Elise Miller, MEd
This month is the first-ever National Childhood Obesity Awareness Month. The fact we even have to raise awareness on this debilitating condition is a sad reflection on the current health of our society, particularly our children’s. Even sadder yet is the fact that obesity is associated with a number of other diseases on the rise in younger and younger populations, including diabetes and metabolic syndrome. Nonetheless, children are being sent off for the new school year to try to learn, while continuing to eat foods infused with trans-fats, pesticides and agricultural antibiotics, to imbibe drinks from cans lined with BPA plastic (an endocrine disrupting chemical and likely obesogen – see CHE’s letter to First Lady Michelle Obama), and to sit for hours without adequate recess in classrooms known to have poor ventilation and mold. Not a pretty picture, I know. But I have a 5-year-old starting kindergarten at a public school this week, and believe me, all of these issues are very much on my mind. No doubt many of you as well as countless other parents, grandparents, aunts, uncles and anyone who cares about children’s health and society’s future share these concerns.
Fortunately, a number of innovative thinkers and colleagues in different fields are trying to press for systemic ways to reduce the alarming increase in chronic diseases and disabilities and the resulting escalation in health care costs. Below I list a few events being held this month that are intended to highlight primary prevention and some promising public health interventions. Also feel free to check our online calendar for other webinars, conferences and workshops you may find of interest.
1) The American Medical Association, in partnership with Kaiser Permanente and Health Care Without Harm, are hosting a free webinar on Thursday September 9th at 5:00 p.m. Eastern on “Healthy Food in Healthcare: The Role for Healthcare in Food and Agriculture Policy.”
2) Healthy Food Action, a new national effort launched by the Institute for Agriculture and Trade Policy, the Keep Antibiotics Working coalition and the Infectious Disease Society of America, is hosting its first webinar in a new series entitled “Superbugs, Super Problems: Agricultural Antibiotics and Emerging Infections” to be held Thursday September 16th. For more information, see IATP’s website.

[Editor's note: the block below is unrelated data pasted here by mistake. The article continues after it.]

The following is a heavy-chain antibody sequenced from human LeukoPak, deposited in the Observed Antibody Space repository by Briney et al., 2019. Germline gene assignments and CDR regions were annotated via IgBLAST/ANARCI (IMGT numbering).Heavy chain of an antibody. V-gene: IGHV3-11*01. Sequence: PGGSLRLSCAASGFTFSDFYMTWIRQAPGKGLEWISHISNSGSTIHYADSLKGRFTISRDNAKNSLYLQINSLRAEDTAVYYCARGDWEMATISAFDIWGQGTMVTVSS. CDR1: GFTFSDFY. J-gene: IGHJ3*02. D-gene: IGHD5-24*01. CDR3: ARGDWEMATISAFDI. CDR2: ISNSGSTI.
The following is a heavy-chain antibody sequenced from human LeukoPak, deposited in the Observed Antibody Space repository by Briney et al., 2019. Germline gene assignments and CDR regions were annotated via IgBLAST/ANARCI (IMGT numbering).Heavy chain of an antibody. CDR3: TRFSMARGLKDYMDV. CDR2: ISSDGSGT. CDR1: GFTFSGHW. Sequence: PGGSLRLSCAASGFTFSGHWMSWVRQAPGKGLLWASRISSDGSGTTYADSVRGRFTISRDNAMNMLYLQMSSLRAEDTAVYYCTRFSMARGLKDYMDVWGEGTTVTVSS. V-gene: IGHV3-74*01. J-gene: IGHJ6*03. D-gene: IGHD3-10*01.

3) CHE is hosting a national partnership call, “Pediatric Integrative Health: Approaches to Optimizing ‘Whole Child’ Wellness“, on Tuesday September 21st at 2:00 p.m. Eastern. The speakers on this call will discuss the latest on children’s integrative health and emerging science regarding specific approaches to creating optimal environments for children to develop. Please note that these speakers will also be presenting at upcoming symposium, “Children First: Promoting Ecological Health for the Whole Child“, to be held October 1, 2010, at the University of California, San Francisco.
Finally, I wanted to mention that we have decided to change the name of our current working group “CHE Metabolic Syndrome” to “CHE Obesity.” The reason is two-fold: a) emerging research suggests that some common biological mechanisms and triggers are associated with symptoms of obesity, diabetes and metabolic syndrome; and b) obesity has become one of the most recognized health concerns in society today. We intend this new framing to encourage more robust consideration of environmental health science that is beginning to show that some of the same environmental factors may contribute to different health endpoints depending on a range of other influences. We also hope this new framing will increase the flow of information sharing and appropriate action to more effectively address these three different, but related health conditions. If you are already a member of the CHE Metabolic Syndrome working group, you will automatically be switched to CHE Obesity. If you wish to join the CHE Obesity working group, please send a request to CHE.
May our collective work this fall spawn significant and lasting improvement in human and ecological health.
With warm regards,